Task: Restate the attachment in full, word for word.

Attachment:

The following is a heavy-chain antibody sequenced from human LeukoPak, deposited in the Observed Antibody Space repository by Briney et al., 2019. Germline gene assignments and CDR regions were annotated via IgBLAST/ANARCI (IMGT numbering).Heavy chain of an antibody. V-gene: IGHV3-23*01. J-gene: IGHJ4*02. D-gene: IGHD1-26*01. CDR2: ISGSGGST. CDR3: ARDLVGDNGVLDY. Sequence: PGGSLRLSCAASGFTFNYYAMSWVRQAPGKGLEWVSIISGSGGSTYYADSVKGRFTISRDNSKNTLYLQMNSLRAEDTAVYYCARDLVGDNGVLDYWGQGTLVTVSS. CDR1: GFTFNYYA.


The following is a heavy-chain antibody sequenced from human LeukoPak, deposited in the Observed Antibody Space repository by Briney et al., 2019. Germline gene assignments and CDR regions were annotated via IgBLAST/ANARCI (IMGT numbering).Heavy chain of an antibody. V-gene: IGHV3-23*01. J-gene: IGHJ4*02. D-gene: IGHD1-26*01. CDR2: ISGSGGST. CDR3: ARDLVGDNGVLDY. Sequence: PGGSLRLSCAASGFTFNYYAMSWVRQAPGKGLEWVSIISGSGGSTYYADSVKGRFTISRDNSKNTLYLQMNSLRAEDTAVYYCARDLVGDNGVLDYWGQGTLVTVSS. CDR1: GFTFNYYA.